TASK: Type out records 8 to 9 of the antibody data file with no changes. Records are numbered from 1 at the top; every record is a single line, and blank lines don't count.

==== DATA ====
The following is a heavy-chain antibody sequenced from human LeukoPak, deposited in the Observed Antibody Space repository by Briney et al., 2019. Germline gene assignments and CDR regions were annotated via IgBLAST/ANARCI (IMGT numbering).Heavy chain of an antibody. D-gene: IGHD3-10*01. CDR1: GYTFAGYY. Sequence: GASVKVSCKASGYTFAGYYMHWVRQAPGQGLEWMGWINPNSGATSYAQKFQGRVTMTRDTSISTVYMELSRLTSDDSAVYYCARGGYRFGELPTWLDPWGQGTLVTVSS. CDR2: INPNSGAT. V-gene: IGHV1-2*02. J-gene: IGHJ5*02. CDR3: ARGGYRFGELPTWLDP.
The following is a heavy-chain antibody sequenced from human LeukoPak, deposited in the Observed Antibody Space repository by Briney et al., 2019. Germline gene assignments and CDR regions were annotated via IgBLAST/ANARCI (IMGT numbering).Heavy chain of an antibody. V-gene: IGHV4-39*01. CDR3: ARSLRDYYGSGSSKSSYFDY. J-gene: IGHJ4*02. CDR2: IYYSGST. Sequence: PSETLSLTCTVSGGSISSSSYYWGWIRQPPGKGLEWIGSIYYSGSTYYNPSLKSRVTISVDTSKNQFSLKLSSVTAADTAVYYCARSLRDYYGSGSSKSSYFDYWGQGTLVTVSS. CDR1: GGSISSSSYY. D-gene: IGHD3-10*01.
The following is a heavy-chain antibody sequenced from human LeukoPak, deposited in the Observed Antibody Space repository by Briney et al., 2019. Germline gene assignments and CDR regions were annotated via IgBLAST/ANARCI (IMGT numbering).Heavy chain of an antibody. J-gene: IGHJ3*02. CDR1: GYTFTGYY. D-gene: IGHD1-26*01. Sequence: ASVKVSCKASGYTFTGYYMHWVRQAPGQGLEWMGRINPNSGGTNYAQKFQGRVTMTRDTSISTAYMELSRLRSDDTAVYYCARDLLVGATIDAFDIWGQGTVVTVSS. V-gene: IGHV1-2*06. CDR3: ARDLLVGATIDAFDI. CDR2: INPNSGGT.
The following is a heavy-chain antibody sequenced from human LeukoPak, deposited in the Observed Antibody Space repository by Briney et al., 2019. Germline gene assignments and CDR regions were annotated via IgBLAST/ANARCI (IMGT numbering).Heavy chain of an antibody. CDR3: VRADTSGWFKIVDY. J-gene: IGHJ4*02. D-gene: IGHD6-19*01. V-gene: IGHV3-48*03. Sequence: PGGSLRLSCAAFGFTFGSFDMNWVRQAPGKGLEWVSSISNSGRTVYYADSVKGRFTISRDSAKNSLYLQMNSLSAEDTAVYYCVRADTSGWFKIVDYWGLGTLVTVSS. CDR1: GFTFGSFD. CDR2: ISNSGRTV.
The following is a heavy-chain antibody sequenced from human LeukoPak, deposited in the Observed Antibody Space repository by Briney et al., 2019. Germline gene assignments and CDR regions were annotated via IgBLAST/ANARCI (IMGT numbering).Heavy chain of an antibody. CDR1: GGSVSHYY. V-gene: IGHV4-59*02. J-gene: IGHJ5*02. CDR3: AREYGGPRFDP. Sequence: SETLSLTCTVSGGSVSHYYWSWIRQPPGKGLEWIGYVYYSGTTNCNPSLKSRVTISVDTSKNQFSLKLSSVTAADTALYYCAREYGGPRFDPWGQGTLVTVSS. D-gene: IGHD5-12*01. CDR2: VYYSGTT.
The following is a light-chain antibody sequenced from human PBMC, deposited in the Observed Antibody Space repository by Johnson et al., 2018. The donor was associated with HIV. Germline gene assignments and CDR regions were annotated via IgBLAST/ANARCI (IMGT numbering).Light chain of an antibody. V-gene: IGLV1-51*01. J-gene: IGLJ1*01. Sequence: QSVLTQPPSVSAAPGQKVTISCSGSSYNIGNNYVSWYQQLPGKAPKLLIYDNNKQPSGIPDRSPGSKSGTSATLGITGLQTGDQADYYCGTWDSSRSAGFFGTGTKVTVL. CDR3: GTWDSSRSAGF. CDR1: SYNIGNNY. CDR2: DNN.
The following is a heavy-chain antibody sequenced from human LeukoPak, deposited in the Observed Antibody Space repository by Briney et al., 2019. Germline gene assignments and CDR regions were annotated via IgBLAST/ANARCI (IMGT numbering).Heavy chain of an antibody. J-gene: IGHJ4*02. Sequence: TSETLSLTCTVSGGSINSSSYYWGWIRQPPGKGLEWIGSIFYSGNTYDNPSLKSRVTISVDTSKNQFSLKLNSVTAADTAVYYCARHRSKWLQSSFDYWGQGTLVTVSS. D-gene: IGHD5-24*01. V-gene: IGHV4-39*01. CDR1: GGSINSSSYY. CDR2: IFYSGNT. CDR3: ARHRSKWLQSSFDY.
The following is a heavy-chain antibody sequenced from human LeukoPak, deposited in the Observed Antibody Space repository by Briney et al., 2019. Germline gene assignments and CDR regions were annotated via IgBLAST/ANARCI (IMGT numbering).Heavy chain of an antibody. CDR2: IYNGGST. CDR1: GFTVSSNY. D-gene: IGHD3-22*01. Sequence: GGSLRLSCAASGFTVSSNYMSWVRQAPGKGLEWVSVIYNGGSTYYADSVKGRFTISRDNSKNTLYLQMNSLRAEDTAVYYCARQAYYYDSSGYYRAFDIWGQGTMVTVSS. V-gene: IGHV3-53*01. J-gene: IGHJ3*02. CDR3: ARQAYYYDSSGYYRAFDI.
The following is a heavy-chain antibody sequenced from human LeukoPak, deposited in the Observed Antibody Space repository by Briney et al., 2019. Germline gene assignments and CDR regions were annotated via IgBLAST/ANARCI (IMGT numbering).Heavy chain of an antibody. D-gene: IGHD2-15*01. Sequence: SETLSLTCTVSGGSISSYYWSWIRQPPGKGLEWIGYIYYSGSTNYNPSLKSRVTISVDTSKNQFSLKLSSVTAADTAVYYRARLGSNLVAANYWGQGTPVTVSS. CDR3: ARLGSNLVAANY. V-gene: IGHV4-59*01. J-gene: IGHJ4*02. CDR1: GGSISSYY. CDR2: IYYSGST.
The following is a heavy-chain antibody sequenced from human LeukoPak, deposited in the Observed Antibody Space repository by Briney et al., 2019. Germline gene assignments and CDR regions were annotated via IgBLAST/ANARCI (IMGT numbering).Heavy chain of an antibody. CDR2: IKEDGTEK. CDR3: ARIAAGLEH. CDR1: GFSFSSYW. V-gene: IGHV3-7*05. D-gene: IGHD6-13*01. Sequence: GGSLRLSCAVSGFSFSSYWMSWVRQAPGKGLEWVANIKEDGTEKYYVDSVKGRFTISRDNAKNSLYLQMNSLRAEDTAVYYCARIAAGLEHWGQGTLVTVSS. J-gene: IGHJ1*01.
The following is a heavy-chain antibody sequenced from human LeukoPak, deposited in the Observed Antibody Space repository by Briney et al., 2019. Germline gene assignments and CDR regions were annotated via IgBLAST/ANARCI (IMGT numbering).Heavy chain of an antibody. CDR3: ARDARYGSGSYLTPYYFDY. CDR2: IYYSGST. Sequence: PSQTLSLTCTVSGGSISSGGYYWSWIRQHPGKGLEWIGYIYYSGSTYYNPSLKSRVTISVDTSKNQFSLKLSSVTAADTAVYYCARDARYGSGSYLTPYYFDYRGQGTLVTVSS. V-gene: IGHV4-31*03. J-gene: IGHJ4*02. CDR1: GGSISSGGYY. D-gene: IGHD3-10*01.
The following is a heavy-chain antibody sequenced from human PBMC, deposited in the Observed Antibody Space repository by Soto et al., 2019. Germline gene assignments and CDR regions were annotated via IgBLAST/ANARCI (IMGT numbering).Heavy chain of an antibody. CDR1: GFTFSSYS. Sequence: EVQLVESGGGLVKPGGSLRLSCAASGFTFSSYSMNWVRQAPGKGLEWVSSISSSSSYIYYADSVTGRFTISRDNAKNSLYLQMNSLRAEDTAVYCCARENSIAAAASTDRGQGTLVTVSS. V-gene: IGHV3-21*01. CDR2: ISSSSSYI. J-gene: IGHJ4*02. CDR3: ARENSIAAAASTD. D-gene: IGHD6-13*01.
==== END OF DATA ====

The following is a heavy-chain antibody sequenced from human LeukoPak, deposited in the Observed Antibody Space repository by Briney et al., 2019. Germline gene assignments and CDR regions were annotated via IgBLAST/ANARCI (IMGT numbering).Heavy chain of an antibody. CDR2: IYNGGST. CDR1: GFTVSSNY. D-gene: IGHD3-22*01. Sequence: GGSLRLSCAASGFTVSSNYMSWVRQAPGKGLEWVSVIYNGGSTYYADSVKGRFTISRDNSKNTLYLQMNSLRAEDTAVYYCARQAYYYDSSGYYRAFDIWGQGTMVTVSS. V-gene: IGHV3-53*01. J-gene: IGHJ3*02. CDR3: ARQAYYYDSSGYYRAFDI.
The following is a heavy-chain antibody sequenced from human LeukoPak, deposited in the Observed Antibody Space repository by Briney et al., 2019. Germline gene assignments and CDR regions were annotated via IgBLAST/ANARCI (IMGT numbering).Heavy chain of an antibody. D-gene: IGHD2-15*01. Sequence: SETLSLTCTVSGGSISSYYWSWIRQPPGKGLEWIGYIYYSGSTNYNPSLKSRVTISVDTSKNQFSLKLSSVTAADTAVYYRARLGSNLVAANYWGQGTPVTVSS. CDR3: ARLGSNLVAANY. V-gene: IGHV4-59*01. J-gene: IGHJ4*02. CDR1: GGSISSYY. CDR2: IYYSGST.